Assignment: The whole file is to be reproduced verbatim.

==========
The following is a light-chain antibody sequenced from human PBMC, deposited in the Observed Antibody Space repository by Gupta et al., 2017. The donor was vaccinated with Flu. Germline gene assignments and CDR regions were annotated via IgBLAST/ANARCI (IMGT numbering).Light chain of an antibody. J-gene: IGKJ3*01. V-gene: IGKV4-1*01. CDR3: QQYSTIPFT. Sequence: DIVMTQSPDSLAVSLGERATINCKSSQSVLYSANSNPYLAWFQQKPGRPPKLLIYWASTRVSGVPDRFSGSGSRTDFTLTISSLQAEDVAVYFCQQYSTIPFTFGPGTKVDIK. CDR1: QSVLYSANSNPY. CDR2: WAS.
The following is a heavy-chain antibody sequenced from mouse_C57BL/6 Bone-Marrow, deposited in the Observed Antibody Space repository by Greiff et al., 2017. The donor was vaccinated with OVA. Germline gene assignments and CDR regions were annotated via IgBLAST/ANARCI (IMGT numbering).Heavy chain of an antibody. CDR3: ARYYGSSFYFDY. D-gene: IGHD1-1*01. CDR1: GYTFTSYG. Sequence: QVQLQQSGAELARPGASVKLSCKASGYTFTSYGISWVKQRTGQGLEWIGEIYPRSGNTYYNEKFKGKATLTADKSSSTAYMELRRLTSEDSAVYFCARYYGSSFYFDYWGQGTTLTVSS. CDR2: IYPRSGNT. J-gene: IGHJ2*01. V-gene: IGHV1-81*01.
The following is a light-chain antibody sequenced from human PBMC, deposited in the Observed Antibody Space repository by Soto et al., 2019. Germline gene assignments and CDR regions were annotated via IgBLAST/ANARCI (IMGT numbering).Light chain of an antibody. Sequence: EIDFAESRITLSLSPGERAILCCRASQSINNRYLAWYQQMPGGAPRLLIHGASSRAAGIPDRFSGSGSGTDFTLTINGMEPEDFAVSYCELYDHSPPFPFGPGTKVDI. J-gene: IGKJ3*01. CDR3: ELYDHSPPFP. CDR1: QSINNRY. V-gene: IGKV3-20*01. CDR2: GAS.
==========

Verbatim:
The following is a light-chain antibody sequenced from human PBMC, deposited in the Observed Antibody Space repository by Gupta et al., 2017. The donor was vaccinated with Flu. Germline gene assignments and CDR regions were annotated via IgBLAST/ANARCI (IMGT numbering).Light chain of an antibody. J-gene: IGKJ3*01. V-gene: IGKV4-1*01. CDR3: QQYSTIPFT. Sequence: DIVMTQSPDSLAVSLGERATINCKSSQSVLYSANSNPYLAWFQQKPGRPPKLLIYWASTRVSGVPDRFSGSGSRTDFTLTISSLQAEDVAVYFCQQYSTIPFTFGPGTKVDIK. CDR1: QSVLYSANSNPY. CDR2: WAS.
The following is a heavy-chain antibody sequenced from mouse_C57BL/6 Bone-Marrow, deposited in the Observed Antibody Space repository by Greiff et al., 2017. The donor was vaccinated with OVA. Germline gene assignments and CDR regions were annotated via IgBLAST/ANARCI (IMGT numbering).Heavy chain of an antibody. CDR3: ARYYGSSFYFDY. D-gene: IGHD1-1*01. CDR1: GYTFTSYG. Sequence: QVQLQQSGAELARPGASVKLSCKASGYTFTSYGISWVKQRTGQGLEWIGEIYPRSGNTYYNEKFKGKATLTADKSSSTAYMELRRLTSEDSAVYFCARYYGSSFYFDYWGQGTTLTVSS. CDR2: IYPRSGNT. J-gene: IGHJ2*01. V-gene: IGHV1-81*01.
The following is a light-chain antibody sequenced from human PBMC, deposited in the Observed Antibody Space repository by Soto et al., 2019. Germline gene assignments and CDR regions were annotated via IgBLAST/ANARCI (IMGT numbering).Light chain of an antibody. Sequence: EIDFAESRITLSLSPGERAILCCRASQSINNRYLAWYQQMPGGAPRLLIHGASSRAAGIPDRFSGSGSGTDFTLTINGMEPEDFAVSYCELYDHSPPFPFGPGTKVDI. J-gene: IGKJ3*01. CDR3: ELYDHSPPFP. CDR1: QSINNRY. V-gene: IGKV3-20*01. CDR2: GAS.